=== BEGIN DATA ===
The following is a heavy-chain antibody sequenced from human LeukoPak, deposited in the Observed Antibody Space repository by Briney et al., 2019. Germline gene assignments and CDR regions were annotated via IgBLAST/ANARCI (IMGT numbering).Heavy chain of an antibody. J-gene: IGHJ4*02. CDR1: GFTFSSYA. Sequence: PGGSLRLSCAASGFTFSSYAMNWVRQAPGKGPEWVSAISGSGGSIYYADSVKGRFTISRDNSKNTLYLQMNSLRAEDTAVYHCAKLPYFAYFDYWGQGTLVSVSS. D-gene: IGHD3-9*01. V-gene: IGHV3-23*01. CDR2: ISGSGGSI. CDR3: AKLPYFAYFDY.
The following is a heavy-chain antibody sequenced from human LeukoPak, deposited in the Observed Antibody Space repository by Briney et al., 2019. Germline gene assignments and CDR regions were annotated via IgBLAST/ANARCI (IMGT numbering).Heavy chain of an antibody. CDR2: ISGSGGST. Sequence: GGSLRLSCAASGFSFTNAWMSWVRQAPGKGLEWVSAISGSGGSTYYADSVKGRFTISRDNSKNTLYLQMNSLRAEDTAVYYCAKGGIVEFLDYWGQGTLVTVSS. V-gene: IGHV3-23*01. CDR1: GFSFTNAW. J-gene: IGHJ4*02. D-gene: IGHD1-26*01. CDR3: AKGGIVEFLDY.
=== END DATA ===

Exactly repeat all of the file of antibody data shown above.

The following is a heavy-chain antibody sequenced from human LeukoPak, deposited in the Observed Antibody Space repository by Briney et al., 2019. Germline gene assignments and CDR regions were annotated via IgBLAST/ANARCI (IMGT numbering).Heavy chain of an antibody. J-gene: IGHJ4*02. CDR1: GFTFSSYA. Sequence: PGGSLRLSCAASGFTFSSYAMNWVRQAPGKGPEWVSAISGSGGSIYYADSVKGRFTISRDNSKNTLYLQMNSLRAEDTAVYHCAKLPYFAYFDYWGQGTLVSVSS. D-gene: IGHD3-9*01. V-gene: IGHV3-23*01. CDR2: ISGSGGSI. CDR3: AKLPYFAYFDY.
The following is a heavy-chain antibody sequenced from human LeukoPak, deposited in the Observed Antibody Space repository by Briney et al., 2019. Germline gene assignments and CDR regions were annotated via IgBLAST/ANARCI (IMGT numbering).Heavy chain of an antibody. CDR2: ISGSGGST. Sequence: GGSLRLSCAASGFSFTNAWMSWVRQAPGKGLEWVSAISGSGGSTYYADSVKGRFTISRDNSKNTLYLQMNSLRAEDTAVYYCAKGGIVEFLDYWGQGTLVTVSS. V-gene: IGHV3-23*01. CDR1: GFSFTNAW. J-gene: IGHJ4*02. D-gene: IGHD1-26*01. CDR3: AKGGIVEFLDY.